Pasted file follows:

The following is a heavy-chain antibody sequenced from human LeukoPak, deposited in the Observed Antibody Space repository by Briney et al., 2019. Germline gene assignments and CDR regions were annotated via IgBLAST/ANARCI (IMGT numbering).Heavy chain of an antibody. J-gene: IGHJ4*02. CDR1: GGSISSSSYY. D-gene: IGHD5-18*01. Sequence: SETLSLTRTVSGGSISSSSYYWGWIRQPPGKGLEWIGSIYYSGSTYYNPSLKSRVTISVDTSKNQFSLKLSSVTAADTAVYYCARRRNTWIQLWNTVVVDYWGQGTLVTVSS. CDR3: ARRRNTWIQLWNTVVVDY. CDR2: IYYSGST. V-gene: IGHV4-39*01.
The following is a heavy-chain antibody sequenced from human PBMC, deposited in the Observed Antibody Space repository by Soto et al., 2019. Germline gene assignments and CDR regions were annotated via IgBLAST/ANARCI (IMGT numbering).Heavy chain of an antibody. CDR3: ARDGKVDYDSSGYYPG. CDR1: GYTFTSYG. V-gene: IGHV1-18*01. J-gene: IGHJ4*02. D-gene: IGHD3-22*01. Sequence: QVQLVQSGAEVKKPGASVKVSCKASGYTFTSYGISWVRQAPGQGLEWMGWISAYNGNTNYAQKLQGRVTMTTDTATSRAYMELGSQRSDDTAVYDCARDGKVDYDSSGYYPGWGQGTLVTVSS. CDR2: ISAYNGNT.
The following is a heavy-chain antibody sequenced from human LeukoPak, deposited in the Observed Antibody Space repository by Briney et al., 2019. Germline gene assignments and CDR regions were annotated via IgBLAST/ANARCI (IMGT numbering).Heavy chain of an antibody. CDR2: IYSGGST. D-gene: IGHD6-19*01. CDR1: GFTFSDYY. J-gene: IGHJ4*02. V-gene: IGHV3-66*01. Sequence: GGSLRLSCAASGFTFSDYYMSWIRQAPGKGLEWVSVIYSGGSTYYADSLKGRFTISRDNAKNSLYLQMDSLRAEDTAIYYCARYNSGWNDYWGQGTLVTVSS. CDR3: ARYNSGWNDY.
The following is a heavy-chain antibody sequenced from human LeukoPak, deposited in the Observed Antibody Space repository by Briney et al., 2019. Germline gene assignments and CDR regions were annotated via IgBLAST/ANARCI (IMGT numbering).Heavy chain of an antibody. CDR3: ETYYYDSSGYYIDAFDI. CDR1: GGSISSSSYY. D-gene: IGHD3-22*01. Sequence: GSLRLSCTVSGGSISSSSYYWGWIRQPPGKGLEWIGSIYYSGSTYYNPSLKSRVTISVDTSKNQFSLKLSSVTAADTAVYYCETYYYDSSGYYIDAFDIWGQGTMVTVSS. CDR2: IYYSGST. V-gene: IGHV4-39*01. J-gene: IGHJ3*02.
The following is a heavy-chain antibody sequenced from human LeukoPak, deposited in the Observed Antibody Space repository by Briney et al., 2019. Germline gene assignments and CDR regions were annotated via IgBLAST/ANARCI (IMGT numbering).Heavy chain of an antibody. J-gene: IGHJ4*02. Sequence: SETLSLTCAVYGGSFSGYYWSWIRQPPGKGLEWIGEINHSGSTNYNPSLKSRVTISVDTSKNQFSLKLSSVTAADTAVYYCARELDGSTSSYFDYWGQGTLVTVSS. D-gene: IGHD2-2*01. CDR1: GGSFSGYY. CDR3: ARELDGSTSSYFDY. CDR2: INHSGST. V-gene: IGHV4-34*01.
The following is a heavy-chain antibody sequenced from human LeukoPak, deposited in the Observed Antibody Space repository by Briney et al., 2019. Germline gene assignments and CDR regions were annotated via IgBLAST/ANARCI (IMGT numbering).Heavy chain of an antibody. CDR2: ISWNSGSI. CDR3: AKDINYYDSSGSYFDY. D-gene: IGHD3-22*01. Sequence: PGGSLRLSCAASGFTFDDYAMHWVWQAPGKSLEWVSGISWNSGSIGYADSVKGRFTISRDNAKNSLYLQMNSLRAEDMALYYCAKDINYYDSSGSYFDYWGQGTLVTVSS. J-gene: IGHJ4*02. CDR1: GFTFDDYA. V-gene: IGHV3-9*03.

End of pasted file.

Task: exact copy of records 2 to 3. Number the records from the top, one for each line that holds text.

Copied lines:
The following is a heavy-chain antibody sequenced from human PBMC, deposited in the Observed Antibody Space repository by Soto et al., 2019. Germline gene assignments and CDR regions were annotated via IgBLAST/ANARCI (IMGT numbering).Heavy chain of an antibody. CDR3: ARDGKVDYDSSGYYPG. CDR1: GYTFTSYG. V-gene: IGHV1-18*01. J-gene: IGHJ4*02. D-gene: IGHD3-22*01. Sequence: QVQLVQSGAEVKKPGASVKVSCKASGYTFTSYGISWVRQAPGQGLEWMGWISAYNGNTNYAQKLQGRVTMTTDTATSRAYMELGSQRSDDTAVYDCARDGKVDYDSSGYYPGWGQGTLVTVSS. CDR2: ISAYNGNT.
The following is a heavy-chain antibody sequenced from human LeukoPak, deposited in the Observed Antibody Space repository by Briney et al., 2019. Germline gene assignments and CDR regions were annotated via IgBLAST/ANARCI (IMGT numbering).Heavy chain of an antibody. CDR2: IYSGGST. D-gene: IGHD6-19*01. CDR1: GFTFSDYY. J-gene: IGHJ4*02. V-gene: IGHV3-66*01. Sequence: GGSLRLSCAASGFTFSDYYMSWIRQAPGKGLEWVSVIYSGGSTYYADSLKGRFTISRDNAKNSLYLQMDSLRAEDTAIYYCARYNSGWNDYWGQGTLVTVSS. CDR3: ARYNSGWNDY.